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She was referring, surprisingly enough, to her namesake shoe label. Just over a year ago, she and Ms. Morrison were fired from the company they had created, and now they find themselves watching from the sidelines as the retooled brand is presented at this week’s New York Shoe Expo without them.
It is a dramatic fall for the partners who, not long ago, seemed to embody every young designer’s dream. After building a cult shoe label from scratch, they found a big backer, Marc Fisher, the scion of the 9 West discount-shoe fortune, who they thought could take them to the stratosphere. But instead of turning Sigerson Morrison into the next Manolo Blahnik or Jimmy Choo, the deal went sour. Very sour.
Not only have the women lost their company and even the right to use their names, but they have also been sued for almost $2 million by their former angel. Theirs is a story that may dissuade other young designer shoes from seeking financial saviors.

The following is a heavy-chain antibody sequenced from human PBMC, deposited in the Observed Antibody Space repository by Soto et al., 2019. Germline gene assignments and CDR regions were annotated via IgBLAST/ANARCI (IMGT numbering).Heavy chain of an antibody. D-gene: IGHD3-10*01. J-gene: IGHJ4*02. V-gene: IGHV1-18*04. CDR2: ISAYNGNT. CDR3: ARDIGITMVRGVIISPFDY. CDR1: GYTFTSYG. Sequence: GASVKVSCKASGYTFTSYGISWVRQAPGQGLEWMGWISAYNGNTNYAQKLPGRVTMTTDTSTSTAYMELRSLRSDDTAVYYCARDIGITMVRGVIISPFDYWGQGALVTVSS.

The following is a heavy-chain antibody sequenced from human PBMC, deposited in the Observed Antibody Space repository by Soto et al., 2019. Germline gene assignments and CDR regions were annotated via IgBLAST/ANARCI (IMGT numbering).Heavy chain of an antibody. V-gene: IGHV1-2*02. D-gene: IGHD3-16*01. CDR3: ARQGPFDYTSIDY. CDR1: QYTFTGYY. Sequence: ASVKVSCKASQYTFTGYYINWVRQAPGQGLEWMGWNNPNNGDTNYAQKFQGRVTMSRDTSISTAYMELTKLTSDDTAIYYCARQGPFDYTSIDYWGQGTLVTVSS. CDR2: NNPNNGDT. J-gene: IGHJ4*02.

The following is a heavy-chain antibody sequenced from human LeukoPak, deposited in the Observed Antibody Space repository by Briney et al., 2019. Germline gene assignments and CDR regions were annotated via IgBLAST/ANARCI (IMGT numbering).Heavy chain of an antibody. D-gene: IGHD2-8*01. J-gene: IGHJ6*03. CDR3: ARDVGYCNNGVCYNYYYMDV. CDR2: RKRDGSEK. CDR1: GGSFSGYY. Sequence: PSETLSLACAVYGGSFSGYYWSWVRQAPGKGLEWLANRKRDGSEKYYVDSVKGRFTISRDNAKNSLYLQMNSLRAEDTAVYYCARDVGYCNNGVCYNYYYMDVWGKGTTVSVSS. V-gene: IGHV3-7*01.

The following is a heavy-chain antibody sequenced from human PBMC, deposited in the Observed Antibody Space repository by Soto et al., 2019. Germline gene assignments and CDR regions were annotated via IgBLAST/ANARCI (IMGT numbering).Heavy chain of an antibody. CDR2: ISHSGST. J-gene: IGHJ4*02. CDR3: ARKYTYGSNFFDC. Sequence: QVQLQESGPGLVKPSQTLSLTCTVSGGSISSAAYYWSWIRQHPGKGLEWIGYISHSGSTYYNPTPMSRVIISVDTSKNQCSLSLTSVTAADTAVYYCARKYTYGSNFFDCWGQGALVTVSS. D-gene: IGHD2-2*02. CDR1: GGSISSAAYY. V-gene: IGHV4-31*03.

“It is definitely a cautionary tale,” said Valerie Steele, the fashion historian and director of the Museum at the Fashion Institute of Technology in New York. “You kind of think: ‘Gosh, didn’t you have a better lawyer? How did you sign that?’ Not just in this specific case, but in general. The problem is that most designers are creative types. They don’t have any training in finance.”
“But fashion is not only a creative field,” she added, “it’s also a business.”
THE young shoe designer shoes met in 1987 in the accessories-design program at F.I.T. Ms. Sigerson was the Midwestern chick who had hung out in the high school parking lot in her Kork-Ease sandals. Ms. Morrison was the cultured Englishwoman with a mop of curls who had studied art at Oxford and had run a gallery in London. Yet they connected right away.
They shared a studio and a philosophy and noticed “the void of shoes designed by women for women,” as Ms. Morrison put it.